Science Questions

Do hairs know they've been cut?

Thu, 1st Aug 2013

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Question

Maki asked:

Hello,

 

I have a question about body hair.

 

When we remove unwanted body hair by plucking/shaving, we know that they grow back more or less to its natural length.

 

When we trim them, the hair also seem to grow back to its natural length, but this has mystified me for some time.

 

a) How does the hair know it's been cut without stress caused to the hair follicle, and therefore start growing again; and

 

b) How does it know when to stop growing when it reaches the intended length?

 

Many thanks,

 

Maki Aoyama

Answer

Ginny - So, the short answer is that your hair doesnít know that itís been cut. Some hairThis is a really common myth. People think that if they trim their head hair when they're trying to grow it, that itíll make it grow faster and people say that if shave your legs or your face, it makes it grow back faster, but thatís not actually the case. The only thing that affects how long your hair is and how fast it grows is the hair itself and your genetics. So, hair goes through 3 phases when itís growing. There's the anagen phase which is the growth phase and this is when it actually grows, when it gets longer. Now, on head hair, that can last between 2 and 6 years and how long that phase is, counts as how long your hair could grow to. So, some people seem to be really lucky and they can grow hair down to their waist whereas other people, no matter how hard they try, it will never get pass shoulder length.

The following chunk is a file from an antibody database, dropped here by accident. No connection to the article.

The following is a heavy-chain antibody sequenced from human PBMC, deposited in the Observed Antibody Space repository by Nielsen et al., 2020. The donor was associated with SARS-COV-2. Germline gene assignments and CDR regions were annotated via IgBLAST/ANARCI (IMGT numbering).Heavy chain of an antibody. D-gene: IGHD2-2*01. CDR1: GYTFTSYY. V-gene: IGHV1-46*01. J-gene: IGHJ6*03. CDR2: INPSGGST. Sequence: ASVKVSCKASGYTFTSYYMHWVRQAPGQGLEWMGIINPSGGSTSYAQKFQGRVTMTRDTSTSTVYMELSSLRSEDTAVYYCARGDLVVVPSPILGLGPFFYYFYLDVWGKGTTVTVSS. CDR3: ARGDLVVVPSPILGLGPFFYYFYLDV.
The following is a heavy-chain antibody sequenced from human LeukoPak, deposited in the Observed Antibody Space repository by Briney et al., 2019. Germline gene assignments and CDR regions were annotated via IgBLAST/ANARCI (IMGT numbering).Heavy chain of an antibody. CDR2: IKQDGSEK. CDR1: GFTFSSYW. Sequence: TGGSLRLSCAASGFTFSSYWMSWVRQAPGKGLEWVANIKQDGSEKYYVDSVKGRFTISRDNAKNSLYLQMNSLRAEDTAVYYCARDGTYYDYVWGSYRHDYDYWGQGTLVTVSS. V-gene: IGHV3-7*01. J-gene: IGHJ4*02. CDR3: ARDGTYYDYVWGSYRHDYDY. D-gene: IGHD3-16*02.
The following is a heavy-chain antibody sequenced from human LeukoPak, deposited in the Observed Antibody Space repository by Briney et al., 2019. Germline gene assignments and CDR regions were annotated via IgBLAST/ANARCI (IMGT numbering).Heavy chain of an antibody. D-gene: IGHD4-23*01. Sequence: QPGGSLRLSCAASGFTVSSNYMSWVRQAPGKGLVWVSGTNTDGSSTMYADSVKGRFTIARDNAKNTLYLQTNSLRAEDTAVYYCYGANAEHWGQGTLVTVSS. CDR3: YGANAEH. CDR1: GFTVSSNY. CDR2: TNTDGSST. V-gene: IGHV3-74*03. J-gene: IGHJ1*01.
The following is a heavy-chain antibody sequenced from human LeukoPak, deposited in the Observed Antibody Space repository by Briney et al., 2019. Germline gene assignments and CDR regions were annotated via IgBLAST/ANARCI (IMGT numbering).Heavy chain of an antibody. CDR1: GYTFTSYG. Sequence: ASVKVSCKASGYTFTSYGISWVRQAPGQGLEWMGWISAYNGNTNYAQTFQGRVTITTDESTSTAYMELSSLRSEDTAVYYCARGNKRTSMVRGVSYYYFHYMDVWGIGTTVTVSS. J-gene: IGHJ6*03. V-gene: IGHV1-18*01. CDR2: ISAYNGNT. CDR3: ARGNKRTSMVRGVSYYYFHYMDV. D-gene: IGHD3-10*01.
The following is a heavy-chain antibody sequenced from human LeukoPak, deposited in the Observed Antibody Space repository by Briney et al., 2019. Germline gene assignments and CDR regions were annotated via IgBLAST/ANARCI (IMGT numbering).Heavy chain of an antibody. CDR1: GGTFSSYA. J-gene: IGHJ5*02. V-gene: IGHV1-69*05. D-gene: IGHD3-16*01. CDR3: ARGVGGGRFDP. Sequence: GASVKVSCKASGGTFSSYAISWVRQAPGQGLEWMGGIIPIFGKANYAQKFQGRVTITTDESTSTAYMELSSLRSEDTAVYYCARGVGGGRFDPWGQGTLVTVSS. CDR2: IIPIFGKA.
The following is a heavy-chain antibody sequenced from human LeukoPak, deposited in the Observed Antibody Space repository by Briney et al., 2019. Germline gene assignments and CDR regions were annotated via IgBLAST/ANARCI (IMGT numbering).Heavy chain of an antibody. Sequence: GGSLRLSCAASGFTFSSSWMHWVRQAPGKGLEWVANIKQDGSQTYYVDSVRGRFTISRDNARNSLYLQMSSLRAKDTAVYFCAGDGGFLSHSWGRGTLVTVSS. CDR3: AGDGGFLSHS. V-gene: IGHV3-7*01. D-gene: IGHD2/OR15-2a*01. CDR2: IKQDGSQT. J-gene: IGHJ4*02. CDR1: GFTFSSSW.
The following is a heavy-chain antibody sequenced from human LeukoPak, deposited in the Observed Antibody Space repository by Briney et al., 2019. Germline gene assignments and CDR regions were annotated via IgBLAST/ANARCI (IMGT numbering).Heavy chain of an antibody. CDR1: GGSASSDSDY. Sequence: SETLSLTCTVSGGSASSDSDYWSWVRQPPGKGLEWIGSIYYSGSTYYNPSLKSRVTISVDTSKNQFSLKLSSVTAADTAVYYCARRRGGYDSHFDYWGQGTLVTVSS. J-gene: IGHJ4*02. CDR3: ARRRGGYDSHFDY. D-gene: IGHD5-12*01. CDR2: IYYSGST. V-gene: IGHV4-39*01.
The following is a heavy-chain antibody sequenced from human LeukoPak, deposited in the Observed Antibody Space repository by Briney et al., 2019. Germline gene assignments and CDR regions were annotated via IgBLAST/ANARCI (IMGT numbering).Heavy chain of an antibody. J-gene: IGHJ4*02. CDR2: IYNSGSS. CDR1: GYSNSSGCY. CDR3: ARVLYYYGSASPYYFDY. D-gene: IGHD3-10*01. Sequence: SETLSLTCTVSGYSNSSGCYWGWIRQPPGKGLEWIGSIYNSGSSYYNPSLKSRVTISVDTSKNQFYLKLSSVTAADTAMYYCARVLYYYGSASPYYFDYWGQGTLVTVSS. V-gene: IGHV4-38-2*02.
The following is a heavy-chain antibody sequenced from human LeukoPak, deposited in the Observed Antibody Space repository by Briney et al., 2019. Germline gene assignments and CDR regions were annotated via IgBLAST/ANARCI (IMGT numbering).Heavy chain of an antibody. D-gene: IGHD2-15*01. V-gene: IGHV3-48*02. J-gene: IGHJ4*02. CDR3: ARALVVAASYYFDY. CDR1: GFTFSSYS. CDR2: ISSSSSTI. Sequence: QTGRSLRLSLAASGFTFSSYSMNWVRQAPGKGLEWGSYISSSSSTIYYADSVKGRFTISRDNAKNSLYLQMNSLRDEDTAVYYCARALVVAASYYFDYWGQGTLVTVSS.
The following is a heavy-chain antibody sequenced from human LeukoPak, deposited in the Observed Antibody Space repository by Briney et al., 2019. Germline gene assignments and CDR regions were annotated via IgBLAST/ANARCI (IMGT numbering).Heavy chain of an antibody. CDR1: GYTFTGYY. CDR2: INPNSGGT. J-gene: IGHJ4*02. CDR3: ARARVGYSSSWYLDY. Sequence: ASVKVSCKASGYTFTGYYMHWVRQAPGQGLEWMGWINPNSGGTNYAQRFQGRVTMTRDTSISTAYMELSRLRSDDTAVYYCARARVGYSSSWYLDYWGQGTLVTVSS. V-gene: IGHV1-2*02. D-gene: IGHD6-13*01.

Chris - Not their eyelashes though, surely.

Ginny - No, not their eyelashes. Now, thatís a point because body hair has a much shorter anagen phase. Itís only a couple of months and thatís why it never gets as long as head hair. I think there are few exceptions of weird people whoíve managed to grow their underarm hair ridiculously long in the Guinness Book of Records, but with a couple of weird exceptions, it doesnít get as long as the hair on your head because this anagen phase only last a couple of months.

Now after that phase, what happens is the hair is cut off from the blood supply so the follicle sort of dies and it enters a dormant stage and then a bit of time after that, itíll fall out as a new hair begins to grow. So, what you're seeing is you're trimming say, your leg hair while itís still in the anagen phase - it's going to continue growing. But it can only ever get to a certain length because that anagen phase will end and it will fall out.

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Dr Chris answered this one previously ...